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Increasing early learning opportunities for children in Bosnia and Herzegovina



Communication for Development (C4D)

Communication for Development (C4D) is one of the most empowering ways of improving health, nutrition, child protection, and other key social outcomes for children and their families. In UNICEF, C4D is defined as a systematic, planned and evidence-based strategic process to promote positive and measurable individual behavior and social change that is an integral part of development programmes, policy advocacy and humanitarian work. C4D ensures dialogue and consultation with, and participation of children with disabilities, their families and communities. In other words, C4D privileges local contexts and relies on a mix of communication tools, channels and approaches. These include advocacy (which also influences policy changes), social mobilization (influencing social norms), as well as behavior change communication (influencing individuals) and social change communication (at community level).
The core principles of C4D are based on the human rights based approach to programming, particularly on the rights to information, communication and participation as enshrined in the Convention on the Rights of the Child (Articles 12, 13 and 17).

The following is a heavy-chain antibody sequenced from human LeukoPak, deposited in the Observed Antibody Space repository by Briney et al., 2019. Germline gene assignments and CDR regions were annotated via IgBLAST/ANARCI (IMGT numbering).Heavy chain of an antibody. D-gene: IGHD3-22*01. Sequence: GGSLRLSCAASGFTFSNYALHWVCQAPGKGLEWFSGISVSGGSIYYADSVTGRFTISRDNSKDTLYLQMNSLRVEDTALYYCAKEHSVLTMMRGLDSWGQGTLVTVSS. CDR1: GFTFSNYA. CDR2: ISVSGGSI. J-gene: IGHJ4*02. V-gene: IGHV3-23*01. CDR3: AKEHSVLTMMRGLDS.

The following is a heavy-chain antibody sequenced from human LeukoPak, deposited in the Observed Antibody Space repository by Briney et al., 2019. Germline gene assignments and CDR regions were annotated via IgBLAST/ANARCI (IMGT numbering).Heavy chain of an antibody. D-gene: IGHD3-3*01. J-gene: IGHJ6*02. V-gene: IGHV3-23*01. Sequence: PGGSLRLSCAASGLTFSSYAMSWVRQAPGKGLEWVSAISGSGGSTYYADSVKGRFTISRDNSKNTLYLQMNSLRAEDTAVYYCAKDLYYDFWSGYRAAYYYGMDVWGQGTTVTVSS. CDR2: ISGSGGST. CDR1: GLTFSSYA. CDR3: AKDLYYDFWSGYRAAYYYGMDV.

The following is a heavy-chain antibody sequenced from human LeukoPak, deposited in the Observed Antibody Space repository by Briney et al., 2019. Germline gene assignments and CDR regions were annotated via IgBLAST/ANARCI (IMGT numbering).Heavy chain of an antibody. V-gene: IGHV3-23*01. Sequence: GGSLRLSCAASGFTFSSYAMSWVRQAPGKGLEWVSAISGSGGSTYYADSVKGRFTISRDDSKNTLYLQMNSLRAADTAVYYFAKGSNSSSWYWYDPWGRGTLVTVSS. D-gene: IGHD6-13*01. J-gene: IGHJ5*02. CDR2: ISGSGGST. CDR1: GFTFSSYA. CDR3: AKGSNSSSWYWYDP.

They include:

  • Facilitating enabling environments that create spaces for plurality of voices, promote narratives of communities, encourage listening, dialogue and debate and the active and meaningful participation of children with disabilities and their caregivers.
  • Reflecting the principles of inclusion, self-determination, participation and respect by ensuring that marginalized and vulnerable groups are prioritized and given visibility and voice;
  • Linking community perspectives and voices with sub-national and national policy dialogue;
  • Starting early and addressing the whole child — including the cognitive, emotional, social and spiritual aspects in addition to survival and physical development;
  • Ensuring that children with and without disabilities are considered as agents of change and as a primary audience, starting from the early childhood years;
  • Building the self-esteem and confidence of care providers and children.





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